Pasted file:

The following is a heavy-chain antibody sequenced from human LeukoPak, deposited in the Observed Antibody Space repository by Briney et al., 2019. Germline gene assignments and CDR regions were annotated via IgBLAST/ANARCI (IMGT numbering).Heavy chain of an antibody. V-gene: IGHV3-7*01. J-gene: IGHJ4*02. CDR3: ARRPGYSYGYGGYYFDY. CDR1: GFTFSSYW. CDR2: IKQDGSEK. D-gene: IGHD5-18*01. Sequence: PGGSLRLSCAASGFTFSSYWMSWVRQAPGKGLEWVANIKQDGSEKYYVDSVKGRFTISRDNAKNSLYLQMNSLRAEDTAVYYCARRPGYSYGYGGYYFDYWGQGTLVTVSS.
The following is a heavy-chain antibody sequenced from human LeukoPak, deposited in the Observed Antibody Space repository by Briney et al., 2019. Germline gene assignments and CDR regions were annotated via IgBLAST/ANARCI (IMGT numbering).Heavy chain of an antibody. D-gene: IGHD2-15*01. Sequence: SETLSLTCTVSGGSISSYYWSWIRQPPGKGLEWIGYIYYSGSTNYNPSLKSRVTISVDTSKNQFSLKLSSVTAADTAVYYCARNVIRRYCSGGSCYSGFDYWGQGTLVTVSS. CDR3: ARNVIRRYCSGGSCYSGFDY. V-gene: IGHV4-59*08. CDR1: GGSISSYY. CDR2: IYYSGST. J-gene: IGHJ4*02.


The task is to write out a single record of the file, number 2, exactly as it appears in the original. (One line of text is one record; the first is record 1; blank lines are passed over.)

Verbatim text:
The following is a heavy-chain antibody sequenced from human LeukoPak, deposited in the Observed Antibody Space repository by Briney et al., 2019. Germline gene assignments and CDR regions were annotated via IgBLAST/ANARCI (IMGT numbering).Heavy chain of an antibody. D-gene: IGHD2-15*01. Sequence: SETLSLTCTVSGGSISSYYWSWIRQPPGKGLEWIGYIYYSGSTNYNPSLKSRVTISVDTSKNQFSLKLSSVTAADTAVYYCARNVIRRYCSGGSCYSGFDYWGQGTLVTVSS. CDR3: ARNVIRRYCSGGSCYSGFDY. V-gene: IGHV4-59*08. CDR1: GGSISSYY. CDR2: IYYSGST. J-gene: IGHJ4*02.